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Title: 放射性廃棄物管理政策研究のパラダイム転換を求めて
Other Titles: Shifting the Paradigm for Research on Nuclear Waste Management
Authors: 小野, 一1 Browse this author →KAKEN DB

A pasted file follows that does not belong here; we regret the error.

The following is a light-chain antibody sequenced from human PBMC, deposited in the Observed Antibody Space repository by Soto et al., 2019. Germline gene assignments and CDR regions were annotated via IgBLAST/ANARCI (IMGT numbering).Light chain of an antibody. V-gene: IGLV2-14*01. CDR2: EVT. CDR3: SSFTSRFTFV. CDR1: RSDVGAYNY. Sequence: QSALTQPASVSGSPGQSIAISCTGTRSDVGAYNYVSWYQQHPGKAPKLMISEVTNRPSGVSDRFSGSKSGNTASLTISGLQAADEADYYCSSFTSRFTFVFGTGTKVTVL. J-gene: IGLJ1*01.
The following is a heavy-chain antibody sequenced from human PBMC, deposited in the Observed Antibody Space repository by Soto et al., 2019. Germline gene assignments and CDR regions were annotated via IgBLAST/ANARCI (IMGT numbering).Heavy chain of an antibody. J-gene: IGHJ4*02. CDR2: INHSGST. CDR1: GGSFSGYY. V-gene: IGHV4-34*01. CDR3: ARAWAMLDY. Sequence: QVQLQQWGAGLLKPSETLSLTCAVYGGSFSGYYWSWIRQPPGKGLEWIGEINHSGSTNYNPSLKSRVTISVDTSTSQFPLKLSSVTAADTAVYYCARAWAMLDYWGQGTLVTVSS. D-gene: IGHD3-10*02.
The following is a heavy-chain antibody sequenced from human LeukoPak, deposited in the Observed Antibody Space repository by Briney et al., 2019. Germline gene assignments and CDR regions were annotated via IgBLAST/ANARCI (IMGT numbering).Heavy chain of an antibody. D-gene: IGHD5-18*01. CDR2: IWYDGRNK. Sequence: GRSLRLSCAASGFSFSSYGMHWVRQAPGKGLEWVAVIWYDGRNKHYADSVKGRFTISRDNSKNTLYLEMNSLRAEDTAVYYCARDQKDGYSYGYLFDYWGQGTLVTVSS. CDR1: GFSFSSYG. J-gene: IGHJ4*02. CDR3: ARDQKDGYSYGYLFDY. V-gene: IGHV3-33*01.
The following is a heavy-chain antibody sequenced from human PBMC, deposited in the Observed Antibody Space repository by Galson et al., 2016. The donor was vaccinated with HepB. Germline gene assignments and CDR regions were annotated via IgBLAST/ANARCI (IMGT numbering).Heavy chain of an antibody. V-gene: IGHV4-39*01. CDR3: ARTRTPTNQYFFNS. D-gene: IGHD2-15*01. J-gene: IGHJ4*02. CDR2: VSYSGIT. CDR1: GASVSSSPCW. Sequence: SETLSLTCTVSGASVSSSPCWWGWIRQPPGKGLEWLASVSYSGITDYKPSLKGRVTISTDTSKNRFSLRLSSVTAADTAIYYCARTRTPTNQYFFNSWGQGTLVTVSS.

Authors(alt): Ono, Hajime1
Issue Date: 31-Mar-2022
Publisher: 北海道大学スラブ・ユーラシア研究センター内 境界研究ユニット
Journal Title: 境界研究
Journal Title(alt): JAPAN BORDER REVIEW
Volume: 12
Start Page: 1
End Page: 31